The best part of this latest development from Argentina is that it reflects a re-interpretation of the “liberal intervention” doctrine. If only we had filmed the British & Irish Lions rugby union team doing push ups in the Afghan countryside, the Taliban would have clearly fled in awe of our athletic bluster. We should not be using drones armed with missiles but fitness robots, such as this Japanese one, which incidentally looks a bit like a cuddly Michelin Man (above image).

To complete the new fitness revolution in international relations, we just need a catchy soundbite to go with it.

Unfortunately, all I can think of is an instinctive British rural one.

“Get off my land”.

Follow Alexander on Twitter @alpannett

Remember the Falklands and never forget its beginnings

Nik Darlington 8.32am

Today is the 30th anniversary of Argentina’s invasion of the Falkland Islands. Events are taking place in Britain, Argentina and on the islands to mark the occasion.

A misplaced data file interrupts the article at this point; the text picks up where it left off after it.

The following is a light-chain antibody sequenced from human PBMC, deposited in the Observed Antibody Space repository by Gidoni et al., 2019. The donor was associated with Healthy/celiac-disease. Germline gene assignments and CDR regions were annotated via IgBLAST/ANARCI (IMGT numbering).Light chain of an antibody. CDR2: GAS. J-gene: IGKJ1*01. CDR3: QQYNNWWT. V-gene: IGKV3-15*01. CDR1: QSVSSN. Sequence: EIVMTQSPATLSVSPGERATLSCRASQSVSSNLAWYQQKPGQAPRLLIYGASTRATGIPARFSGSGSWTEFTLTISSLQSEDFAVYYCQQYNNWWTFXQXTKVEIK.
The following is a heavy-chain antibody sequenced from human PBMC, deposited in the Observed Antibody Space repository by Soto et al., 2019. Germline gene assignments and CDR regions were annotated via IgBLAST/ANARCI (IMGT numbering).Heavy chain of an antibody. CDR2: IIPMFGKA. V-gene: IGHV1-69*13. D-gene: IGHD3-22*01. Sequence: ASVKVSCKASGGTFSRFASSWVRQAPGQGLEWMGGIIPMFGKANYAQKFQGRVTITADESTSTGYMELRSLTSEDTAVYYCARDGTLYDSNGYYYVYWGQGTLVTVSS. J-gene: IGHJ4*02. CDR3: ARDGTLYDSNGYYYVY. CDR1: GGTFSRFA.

In 1982, 2nd April fell on a Friday, meaning that Parliament met on a Saturday for the first time since the Suez crisis to talk over what Russell Johnston, Liberal MP and member of the Falkland Islands Association, called that “shameful day”.

Julian Amery, the Conservative MP, blamed a lack of preparation and the Government’s defence cuts, lamenting, “the consequences of our defeat yesterday will be a good deal more expensive.”

However heroic, the campaign to recover the Falkland Islands was costly, particularly in the aftermath, albeit not as costly as regularly believed. From 1982 to 2006, the war and the subsequent defence of the islands had a net cost to Britain of approximately £25 billion (2006 prices). The British Army of the Rhine (BAOR), by comparison, was costing £3 billion per year in the early 1990s.

However, no one can put a price on the cost of 258 British and 649 Argentine personnel who lost their lives during the war, nor the many hundreds more wounded in action. It is them who we remember most today.

What of the future defence of the islands, and how to prevent another conflict from breaking out?

The lesson for Mr Cameron’s government, undergoing its own round of defence cuts (especially to long-range naval capability), is to be as prepared as possible.